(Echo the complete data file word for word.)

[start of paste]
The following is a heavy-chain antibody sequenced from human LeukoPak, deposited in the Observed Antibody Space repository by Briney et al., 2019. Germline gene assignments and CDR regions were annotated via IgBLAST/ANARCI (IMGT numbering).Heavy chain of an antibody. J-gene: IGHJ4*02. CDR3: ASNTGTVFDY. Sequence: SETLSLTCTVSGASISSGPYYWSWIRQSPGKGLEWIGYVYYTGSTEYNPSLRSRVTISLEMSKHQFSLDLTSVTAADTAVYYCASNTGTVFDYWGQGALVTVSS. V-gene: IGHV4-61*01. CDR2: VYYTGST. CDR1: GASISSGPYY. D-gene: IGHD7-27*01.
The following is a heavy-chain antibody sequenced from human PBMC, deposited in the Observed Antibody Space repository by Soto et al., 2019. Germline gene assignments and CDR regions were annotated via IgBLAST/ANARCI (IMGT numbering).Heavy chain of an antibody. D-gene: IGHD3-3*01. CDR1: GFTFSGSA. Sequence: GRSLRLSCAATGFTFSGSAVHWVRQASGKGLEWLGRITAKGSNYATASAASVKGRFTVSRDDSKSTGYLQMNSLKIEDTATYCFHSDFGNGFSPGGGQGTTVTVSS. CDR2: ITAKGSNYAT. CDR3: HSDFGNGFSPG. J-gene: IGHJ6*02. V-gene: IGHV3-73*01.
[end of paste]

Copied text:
The following is a heavy-chain antibody sequenced from human LeukoPak, deposited in the Observed Antibody Space repository by Briney et al., 2019. Germline gene assignments and CDR regions were annotated via IgBLAST/ANARCI (IMGT numbering).Heavy chain of an antibody. J-gene: IGHJ4*02. CDR3: ASNTGTVFDY. Sequence: SETLSLTCTVSGASISSGPYYWSWIRQSPGKGLEWIGYVYYTGSTEYNPSLRSRVTISLEMSKHQFSLDLTSVTAADTAVYYCASNTGTVFDYWGQGALVTVSS. V-gene: IGHV4-61*01. CDR2: VYYTGST. CDR1: GASISSGPYY. D-gene: IGHD7-27*01.
The following is a heavy-chain antibody sequenced from human PBMC, deposited in the Observed Antibody Space repository by Soto et al., 2019. Germline gene assignments and CDR regions were annotated via IgBLAST/ANARCI (IMGT numbering).Heavy chain of an antibody. D-gene: IGHD3-3*01. CDR1: GFTFSGSA. Sequence: GRSLRLSCAATGFTFSGSAVHWVRQASGKGLEWLGRITAKGSNYATASAASVKGRFTVSRDDSKSTGYLQMNSLKIEDTATYCFHSDFGNGFSPGGGQGTTVTVSS. CDR2: ITAKGSNYAT. CDR3: HSDFGNGFSPG. J-gene: IGHJ6*02. V-gene: IGHV3-73*01.